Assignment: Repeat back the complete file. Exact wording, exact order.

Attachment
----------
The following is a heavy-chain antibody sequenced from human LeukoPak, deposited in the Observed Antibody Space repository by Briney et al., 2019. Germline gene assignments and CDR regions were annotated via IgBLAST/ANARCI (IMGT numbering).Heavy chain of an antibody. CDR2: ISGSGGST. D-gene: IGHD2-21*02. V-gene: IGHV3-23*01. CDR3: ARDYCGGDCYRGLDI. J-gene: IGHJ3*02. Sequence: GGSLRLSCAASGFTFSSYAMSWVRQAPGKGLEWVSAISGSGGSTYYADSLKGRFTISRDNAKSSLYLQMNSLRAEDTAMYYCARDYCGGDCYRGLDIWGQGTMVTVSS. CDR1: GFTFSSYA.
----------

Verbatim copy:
The following is a heavy-chain antibody sequenced from human LeukoPak, deposited in the Observed Antibody Space repository by Briney et al., 2019. Germline gene assignments and CDR regions were annotated via IgBLAST/ANARCI (IMGT numbering).Heavy chain of an antibody. CDR2: ISGSGGST. D-gene: IGHD2-21*02. V-gene: IGHV3-23*01. CDR3: ARDYCGGDCYRGLDI. J-gene: IGHJ3*02. Sequence: GGSLRLSCAASGFTFSSYAMSWVRQAPGKGLEWVSAISGSGGSTYYADSLKGRFTISRDNAKSSLYLQMNSLRAEDTAMYYCARDYCGGDCYRGLDIWGQGTMVTVSS. CDR1: GFTFSSYA.